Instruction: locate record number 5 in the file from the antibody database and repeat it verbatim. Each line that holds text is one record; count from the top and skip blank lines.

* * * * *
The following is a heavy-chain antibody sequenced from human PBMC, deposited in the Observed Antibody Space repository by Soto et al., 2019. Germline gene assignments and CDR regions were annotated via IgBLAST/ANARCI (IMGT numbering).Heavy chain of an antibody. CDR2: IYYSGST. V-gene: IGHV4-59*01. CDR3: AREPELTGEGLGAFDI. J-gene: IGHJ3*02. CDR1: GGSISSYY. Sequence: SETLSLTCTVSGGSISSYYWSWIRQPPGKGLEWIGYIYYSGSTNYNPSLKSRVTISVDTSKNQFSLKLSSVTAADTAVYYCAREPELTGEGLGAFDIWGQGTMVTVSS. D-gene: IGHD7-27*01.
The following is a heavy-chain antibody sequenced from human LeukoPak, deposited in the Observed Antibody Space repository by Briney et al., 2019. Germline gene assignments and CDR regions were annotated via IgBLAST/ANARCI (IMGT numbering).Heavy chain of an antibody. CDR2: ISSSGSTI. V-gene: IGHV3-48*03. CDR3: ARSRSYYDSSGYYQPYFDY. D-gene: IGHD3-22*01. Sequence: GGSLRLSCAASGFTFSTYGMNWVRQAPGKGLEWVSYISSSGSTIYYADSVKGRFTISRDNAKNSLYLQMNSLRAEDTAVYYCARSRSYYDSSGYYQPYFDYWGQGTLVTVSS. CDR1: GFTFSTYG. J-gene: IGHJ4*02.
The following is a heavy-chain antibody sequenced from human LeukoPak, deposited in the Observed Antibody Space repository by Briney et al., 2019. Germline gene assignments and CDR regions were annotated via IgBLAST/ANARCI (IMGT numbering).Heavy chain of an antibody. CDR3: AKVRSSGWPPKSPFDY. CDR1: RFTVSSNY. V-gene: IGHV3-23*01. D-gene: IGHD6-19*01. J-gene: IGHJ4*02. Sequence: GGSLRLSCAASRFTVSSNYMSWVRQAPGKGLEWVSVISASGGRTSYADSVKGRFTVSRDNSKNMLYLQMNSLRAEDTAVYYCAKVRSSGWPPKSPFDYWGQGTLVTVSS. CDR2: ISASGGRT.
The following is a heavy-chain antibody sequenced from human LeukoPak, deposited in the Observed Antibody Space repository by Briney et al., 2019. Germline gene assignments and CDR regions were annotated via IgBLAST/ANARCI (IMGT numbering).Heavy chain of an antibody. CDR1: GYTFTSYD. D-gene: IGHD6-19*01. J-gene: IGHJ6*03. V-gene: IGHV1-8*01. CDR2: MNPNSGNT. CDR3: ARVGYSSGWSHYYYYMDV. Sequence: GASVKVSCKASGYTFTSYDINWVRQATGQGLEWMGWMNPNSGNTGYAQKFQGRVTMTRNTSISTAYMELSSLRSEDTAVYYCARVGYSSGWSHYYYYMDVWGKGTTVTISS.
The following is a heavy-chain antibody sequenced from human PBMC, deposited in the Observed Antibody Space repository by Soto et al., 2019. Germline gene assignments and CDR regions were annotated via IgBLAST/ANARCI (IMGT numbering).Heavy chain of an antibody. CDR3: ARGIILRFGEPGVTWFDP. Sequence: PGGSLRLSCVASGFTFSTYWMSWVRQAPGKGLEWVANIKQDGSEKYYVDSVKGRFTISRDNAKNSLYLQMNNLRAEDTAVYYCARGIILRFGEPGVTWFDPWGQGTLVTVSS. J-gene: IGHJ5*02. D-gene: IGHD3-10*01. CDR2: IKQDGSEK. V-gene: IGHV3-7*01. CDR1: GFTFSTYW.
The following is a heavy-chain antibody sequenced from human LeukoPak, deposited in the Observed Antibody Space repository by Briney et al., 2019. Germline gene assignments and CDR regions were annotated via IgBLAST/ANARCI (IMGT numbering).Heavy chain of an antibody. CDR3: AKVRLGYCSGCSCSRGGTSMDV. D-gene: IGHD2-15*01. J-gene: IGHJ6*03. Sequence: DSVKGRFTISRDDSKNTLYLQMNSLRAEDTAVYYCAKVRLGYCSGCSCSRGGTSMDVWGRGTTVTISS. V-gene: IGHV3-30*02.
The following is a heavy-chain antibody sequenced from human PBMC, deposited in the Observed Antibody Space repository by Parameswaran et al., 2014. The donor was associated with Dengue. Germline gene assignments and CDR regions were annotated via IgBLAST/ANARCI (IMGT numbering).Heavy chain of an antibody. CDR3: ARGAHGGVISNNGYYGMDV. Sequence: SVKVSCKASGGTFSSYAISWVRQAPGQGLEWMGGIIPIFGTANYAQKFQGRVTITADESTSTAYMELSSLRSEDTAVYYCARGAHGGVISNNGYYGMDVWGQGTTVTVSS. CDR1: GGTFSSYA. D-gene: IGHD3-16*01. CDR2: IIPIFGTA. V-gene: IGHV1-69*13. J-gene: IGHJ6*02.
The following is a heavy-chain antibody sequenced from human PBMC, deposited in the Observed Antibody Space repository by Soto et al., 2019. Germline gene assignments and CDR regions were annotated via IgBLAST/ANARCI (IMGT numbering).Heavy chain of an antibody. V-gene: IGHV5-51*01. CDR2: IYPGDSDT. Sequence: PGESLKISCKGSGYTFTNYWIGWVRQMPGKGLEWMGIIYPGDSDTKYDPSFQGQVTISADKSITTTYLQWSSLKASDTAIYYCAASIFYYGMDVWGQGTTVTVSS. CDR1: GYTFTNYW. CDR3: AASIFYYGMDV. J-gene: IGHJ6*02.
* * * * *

The following is a heavy-chain antibody sequenced from human PBMC, deposited in the Observed Antibody Space repository by Soto et al., 2019. Germline gene assignments and CDR regions were annotated via IgBLAST/ANARCI (IMGT numbering).Heavy chain of an antibody. CDR3: ARGIILRFGEPGVTWFDP. Sequence: PGGSLRLSCVASGFTFSTYWMSWVRQAPGKGLEWVANIKQDGSEKYYVDSVKGRFTISRDNAKNSLYLQMNNLRAEDTAVYYCARGIILRFGEPGVTWFDPWGQGTLVTVSS. J-gene: IGHJ5*02. D-gene: IGHD3-10*01. CDR2: IKQDGSEK. V-gene: IGHV3-7*01. CDR1: GFTFSTYW.